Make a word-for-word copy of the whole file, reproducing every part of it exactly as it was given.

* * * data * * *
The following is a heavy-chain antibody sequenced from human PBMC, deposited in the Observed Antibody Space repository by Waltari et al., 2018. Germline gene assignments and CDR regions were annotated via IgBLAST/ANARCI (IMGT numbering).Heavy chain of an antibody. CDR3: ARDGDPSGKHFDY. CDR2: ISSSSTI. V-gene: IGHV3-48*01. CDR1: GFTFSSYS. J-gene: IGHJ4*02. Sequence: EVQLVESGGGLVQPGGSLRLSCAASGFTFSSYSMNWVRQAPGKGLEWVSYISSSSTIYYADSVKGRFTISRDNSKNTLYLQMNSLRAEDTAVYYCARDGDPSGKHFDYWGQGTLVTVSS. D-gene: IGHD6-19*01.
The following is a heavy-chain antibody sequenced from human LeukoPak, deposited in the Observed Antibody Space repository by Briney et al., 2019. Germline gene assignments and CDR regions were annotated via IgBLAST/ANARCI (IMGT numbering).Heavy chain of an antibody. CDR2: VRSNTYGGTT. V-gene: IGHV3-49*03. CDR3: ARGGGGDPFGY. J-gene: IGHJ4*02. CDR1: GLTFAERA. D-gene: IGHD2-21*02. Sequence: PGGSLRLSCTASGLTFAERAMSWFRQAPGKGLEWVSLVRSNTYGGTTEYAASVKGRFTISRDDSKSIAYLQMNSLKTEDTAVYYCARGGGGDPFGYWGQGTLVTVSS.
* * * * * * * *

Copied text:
The following is a heavy-chain antibody sequenced from human PBMC, deposited in the Observed Antibody Space repository by Waltari et al., 2018. Germline gene assignments and CDR regions were annotated via IgBLAST/ANARCI (IMGT numbering).Heavy chain of an antibody. CDR3: ARDGDPSGKHFDY. CDR2: ISSSSTI. V-gene: IGHV3-48*01. CDR1: GFTFSSYS. J-gene: IGHJ4*02. Sequence: EVQLVESGGGLVQPGGSLRLSCAASGFTFSSYSMNWVRQAPGKGLEWVSYISSSSTIYYADSVKGRFTISRDNSKNTLYLQMNSLRAEDTAVYYCARDGDPSGKHFDYWGQGTLVTVSS. D-gene: IGHD6-19*01.
The following is a heavy-chain antibody sequenced from human LeukoPak, deposited in the Observed Antibody Space repository by Briney et al., 2019. Germline gene assignments and CDR regions were annotated via IgBLAST/ANARCI (IMGT numbering).Heavy chain of an antibody. CDR2: VRSNTYGGTT. V-gene: IGHV3-49*03. CDR3: ARGGGGDPFGY. J-gene: IGHJ4*02. CDR1: GLTFAERA. D-gene: IGHD2-21*02. Sequence: PGGSLRLSCTASGLTFAERAMSWFRQAPGKGLEWVSLVRSNTYGGTTEYAASVKGRFTISRDDSKSIAYLQMNSLKTEDTAVYYCARGGGGDPFGYWGQGTLVTVSS.